I think it was over a year ago that I started some little features called ‘Book Corner’ where I shared the latest novels I had been reading. It sounds dreadful (especially as a teacher who is constantly promoting reading to her class!) but I really got out of the habit of a good book. I always had one on the go but didn’t really make time to read or keep my ear to the ground about interesting new releases. I think it was also the time I was subscribing to several magazines and then I discovered blogs so although I was constantly reading, proper books didn’t really get a look in.
Fast forward to now and my passion has been reignited! I am devouring books on a weekly basis and while I realise that it is very easy to find the time for a few chapters and a coffee during the summer holidays, I am determined to keep it up and head up to bed a bit earlier to enjoy my current read rather than the TV.
I wish I could photograph some lovely hardbacks but due to the speed I read on holiday (about one book a day) and luggage limitations, I ended up purchasing these titles on my trusty Kindle. I’m not in either camp when it comes to modern e-readers or the real deal books. In my opinion, the words, paragraphs and stories are the same and whilst I understand some people enjoy the tactile experience of turning a page, I personally just appreciate a good book whether it is in paper or electronic form.
First up, I read And the Mountains Echoed by Khaled Hosseini. I absolutely adore his other books so I really hoped he could keep it up as I was desperate to love this one too. I really enjoyed it and started reading as soon as the plane took off. Whilst I don’t think it is quite as rounded as The Kite Runner and A Thousand Splendid Suns, it is beautifully written and once again describes an Afghanistan that we almost can’t imagine given the images we constantly see on the news. This book jumps through time but is easy to follow and although tragic, I really love that Hosseini avoids an unrealistically happy ending. I would definitely recommend this one.
Next, something slightly less cheery but a subject that fascinates me nonetheless: Escape From Camp 14. This is the shocking story of a North Korean prisoner who was born into one of the country’s secretive prison camps but managed to escape to China. This is his personal account blended with North Korean history which gives context to his story. It is hard to comprehend what he went through (the book details the hideous torture both he and his fellow prisoners endured) and I really liked the fact that the book did not end with his escape but also documented his struggle to live in the West. One would assume this would equate to a happy ending but you get a real sense of how lost the author still feels without the boundaries and rules of prison life. This one was quite a tough read but I recommend it if you are as interested as I am in this fascinating country.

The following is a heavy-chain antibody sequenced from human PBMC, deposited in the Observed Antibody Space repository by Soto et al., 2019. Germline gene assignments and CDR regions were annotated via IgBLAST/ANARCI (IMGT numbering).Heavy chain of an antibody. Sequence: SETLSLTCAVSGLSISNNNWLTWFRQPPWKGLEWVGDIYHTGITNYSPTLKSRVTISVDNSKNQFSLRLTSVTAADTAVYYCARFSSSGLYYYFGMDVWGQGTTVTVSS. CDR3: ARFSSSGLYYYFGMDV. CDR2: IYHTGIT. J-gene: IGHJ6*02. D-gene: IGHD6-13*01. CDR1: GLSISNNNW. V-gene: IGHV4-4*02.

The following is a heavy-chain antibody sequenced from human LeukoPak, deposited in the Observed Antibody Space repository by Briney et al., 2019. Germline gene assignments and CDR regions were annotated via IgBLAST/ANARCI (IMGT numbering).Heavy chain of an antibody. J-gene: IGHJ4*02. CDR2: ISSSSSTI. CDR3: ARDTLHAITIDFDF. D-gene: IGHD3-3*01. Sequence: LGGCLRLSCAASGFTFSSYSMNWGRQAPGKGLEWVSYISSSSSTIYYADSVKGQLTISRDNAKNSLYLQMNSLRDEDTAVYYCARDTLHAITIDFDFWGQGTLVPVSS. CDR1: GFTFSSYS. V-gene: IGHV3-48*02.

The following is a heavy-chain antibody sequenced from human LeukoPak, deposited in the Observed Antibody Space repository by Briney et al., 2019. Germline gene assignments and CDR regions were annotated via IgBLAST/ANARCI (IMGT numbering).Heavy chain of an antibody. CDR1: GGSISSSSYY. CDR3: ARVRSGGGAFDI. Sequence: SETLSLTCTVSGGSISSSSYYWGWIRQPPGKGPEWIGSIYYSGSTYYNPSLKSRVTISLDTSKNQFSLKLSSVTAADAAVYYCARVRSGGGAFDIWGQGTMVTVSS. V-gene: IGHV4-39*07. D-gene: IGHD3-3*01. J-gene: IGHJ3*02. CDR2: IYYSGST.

I wouldn’t be a proper blogger if I didn’t include John Green’s The Fault in our Stars. I jest but this book does seem to be ridiculously trendy at the moment which led to me having high expectations for it. I think having two pretty cool teenage characters is probably one of the reasons for its commercial success with people in their twenties but I did enjoy this one. It’s not your typical ‘cancer book’ although I did sit on my sunbed with tears rolling down my face on several occasions…quite a look! I loved the cute Amsterdam storyline and I think it is a really easy read – perfect to take away on a mini-break.
I had heard a lot of good things about The Book Thief but my first impressions after the initial chapters weren’t great. The story is written from Death’s point of view which is kind of interesting but it adds a lot of waffle too. I grew to love the story and the characters by the end but I can’t help but feel that it would have been much better as a traditional narrative. I think that having Death as the main voice of the book left things slightly disjointed for me. Warning: this is another tear-jerker!
Finally, I bought Elephant Moon as a little extra in case I finished the all others (I did!) and found it to be a really sweet book. Based on a true story, it documents a school teacher rescuing orphaned girls from Burma during World War Two and taking them through the jungles with a herd of elephants to India. The start of the book painted a great picture of colonial Burma, with tensions rising between the locals and the English who would frequent their croquet clubs for endless G&Ts. I found the story gripping in places but whereas the descriptions at the beginnings of the book allowed you to get a real feel for the atmosphere at the time, it soon galloped on and came to a really abrupt end. I felt like the book was almost unfinished and I hate that unsatisfied feeling when you have finished a book!
I am always on the lookout for good book recommendations so I hope you find the above useful and I don’t think I have given away too many spoilers!
Have you read any books lately that you just couldn’t put down? x